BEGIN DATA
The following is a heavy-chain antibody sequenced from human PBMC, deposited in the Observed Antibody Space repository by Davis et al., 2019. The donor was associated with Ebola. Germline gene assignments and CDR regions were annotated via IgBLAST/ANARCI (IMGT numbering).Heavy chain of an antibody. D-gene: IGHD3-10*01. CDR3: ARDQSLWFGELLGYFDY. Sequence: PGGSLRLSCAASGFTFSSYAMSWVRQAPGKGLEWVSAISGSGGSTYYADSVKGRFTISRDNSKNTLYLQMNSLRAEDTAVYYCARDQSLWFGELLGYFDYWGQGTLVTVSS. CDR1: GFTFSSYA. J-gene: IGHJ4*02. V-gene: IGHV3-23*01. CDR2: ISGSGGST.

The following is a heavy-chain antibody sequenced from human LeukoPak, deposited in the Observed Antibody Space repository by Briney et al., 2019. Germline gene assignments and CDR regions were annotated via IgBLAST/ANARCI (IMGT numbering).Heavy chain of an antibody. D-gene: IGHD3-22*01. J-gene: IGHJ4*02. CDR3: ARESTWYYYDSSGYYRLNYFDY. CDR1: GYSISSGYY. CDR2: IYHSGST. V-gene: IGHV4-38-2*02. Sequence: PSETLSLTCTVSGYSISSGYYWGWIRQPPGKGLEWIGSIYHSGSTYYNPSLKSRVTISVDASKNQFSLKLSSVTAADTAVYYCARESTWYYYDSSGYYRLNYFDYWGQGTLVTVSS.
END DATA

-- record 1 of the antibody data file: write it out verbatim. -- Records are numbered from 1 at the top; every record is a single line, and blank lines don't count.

The following is a heavy-chain antibody sequenced from human PBMC, deposited in the Observed Antibody Space repository by Davis et al., 2019. The donor was associated with Ebola. Germline gene assignments and CDR regions were annotated via IgBLAST/ANARCI (IMGT numbering).Heavy chain of an antibody. D-gene: IGHD3-10*01. CDR3: ARDQSLWFGELLGYFDY. Sequence: PGGSLRLSCAASGFTFSSYAMSWVRQAPGKGLEWVSAISGSGGSTYYADSVKGRFTISRDNSKNTLYLQMNSLRAEDTAVYYCARDQSLWFGELLGYFDYWGQGTLVTVSS. CDR1: GFTFSSYA. J-gene: IGHJ4*02. V-gene: IGHV3-23*01. CDR2: ISGSGGST.